Study Physics with our Oxford Summer School 2017 | Students aged 16-18 Also available for students aged 13-15. Class Summary This summer course aims to introduce students to aspects of physics beyond what is taught in most schools. Over the two-week period, students will be provided with a taster of the kinds of topics covered in a physics […]
Study Physics with our Oxford Summer School 2017 | Students aged 16-18
Also available for students aged 13-15.
This summer course aims to introduce students to aspects of physics beyond what is taught in most schools. Over the two-week period, students will be provided with a taster of the kinds of topics covered in a physics degree, an understanding of the state of modern physics and of some of the major unsolved problems in it, and a notion that physics is an exciting and intellectually challenging and rewarding discipline. The two main fields of modern physics are quantum physics and relativistic physics, so the course emphasises these two areas in particular.
The class contains very little overlap with conventional high school physics. The physics covered in high school is over two hundred years old. It can be archaic and boring, yet physics today is on the brink of exciting new discoveries. For students to gain an appreciation of physics, it is best that they are exposed to the ideas and problems of modern physics which are covered in class.
The course structure is based mainly on discussion and worksheets, with one homework sheet and one student presentation. Problem solving in groups captures the activity of research physics well, and this is why group worksheets in class are an important part of the curriculum. The homework and presentation give the students further opportunity to test their understanding, and to research and explain to their peers topics not covered in the classes.
During the first four days, the underlying ideas of relativistic physics are introduced. During the next three days quantum physics is introduced and analysed from perspectives of philosophy and technological applications. On the remaining days, a survey of other major areas of physics is offered for discussion.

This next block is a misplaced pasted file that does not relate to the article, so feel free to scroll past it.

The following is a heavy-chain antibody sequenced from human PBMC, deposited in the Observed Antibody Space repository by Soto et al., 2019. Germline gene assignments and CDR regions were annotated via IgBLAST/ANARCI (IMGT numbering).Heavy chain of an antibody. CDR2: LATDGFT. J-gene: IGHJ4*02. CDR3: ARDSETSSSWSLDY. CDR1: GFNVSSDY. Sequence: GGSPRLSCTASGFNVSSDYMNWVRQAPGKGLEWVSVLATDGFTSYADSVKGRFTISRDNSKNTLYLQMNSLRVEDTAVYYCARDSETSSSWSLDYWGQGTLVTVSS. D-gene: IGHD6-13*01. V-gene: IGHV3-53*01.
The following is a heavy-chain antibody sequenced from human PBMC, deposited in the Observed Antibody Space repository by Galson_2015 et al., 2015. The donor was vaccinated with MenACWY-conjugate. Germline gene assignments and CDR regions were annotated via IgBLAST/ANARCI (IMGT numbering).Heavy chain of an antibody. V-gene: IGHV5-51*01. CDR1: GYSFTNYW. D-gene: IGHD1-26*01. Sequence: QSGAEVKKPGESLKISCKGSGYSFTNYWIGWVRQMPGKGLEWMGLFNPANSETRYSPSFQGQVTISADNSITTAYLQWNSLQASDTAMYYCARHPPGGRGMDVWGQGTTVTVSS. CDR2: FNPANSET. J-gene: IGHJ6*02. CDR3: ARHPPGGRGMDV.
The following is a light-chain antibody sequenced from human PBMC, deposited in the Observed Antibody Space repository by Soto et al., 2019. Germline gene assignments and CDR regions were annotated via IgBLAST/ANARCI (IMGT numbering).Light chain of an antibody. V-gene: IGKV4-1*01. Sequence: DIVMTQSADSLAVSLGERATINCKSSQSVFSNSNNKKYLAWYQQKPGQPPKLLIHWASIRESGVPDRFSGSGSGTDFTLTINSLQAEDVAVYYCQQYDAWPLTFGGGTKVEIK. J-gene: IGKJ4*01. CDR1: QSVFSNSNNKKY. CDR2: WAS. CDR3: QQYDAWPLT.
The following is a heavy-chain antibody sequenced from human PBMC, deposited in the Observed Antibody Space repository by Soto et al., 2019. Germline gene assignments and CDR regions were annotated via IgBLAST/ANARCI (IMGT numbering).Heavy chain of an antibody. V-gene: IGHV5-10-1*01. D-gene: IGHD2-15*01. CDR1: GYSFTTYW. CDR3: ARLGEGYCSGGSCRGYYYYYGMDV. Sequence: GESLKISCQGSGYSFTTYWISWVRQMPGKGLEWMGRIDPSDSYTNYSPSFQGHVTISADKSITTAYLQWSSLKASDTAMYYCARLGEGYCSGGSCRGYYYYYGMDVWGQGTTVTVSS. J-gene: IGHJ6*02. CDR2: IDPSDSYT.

Over the two-week course, students learn how to solve basic problems in relativistic physics and quantum physics; develop the conceptual sense to resolve common paradoxes in these fields; understand how these fundamentals are used to comprehend the world around us; gain a superficial understanding of some of the most important areas of modern physics; become familiar with some unsolved problems in physics, such as those currently being investigated at the Large Hadron Collider in CERN; and gain experience in researching and presenting a topic.
As the content of the course should be new to most high school students, unfamiliarity with the topics listed below should not discourage a student from taking this course; these requirements should be seen as preferable rather than mandatory.
Mathematical background required: basic algebraic manipulation; basic trigonometry; vector algebra; knowledge of differential and integral calculus an advantage but not necessary by any means.
Physics background required: displacement, velocity and acceleration; Newton’s Laws of Motion; conservation of energy; conservation of momentum; simple harmonic motion; waves.
It is not possible to choose Physics from both List A and List B, as the course content is the same. All option choices must be unique.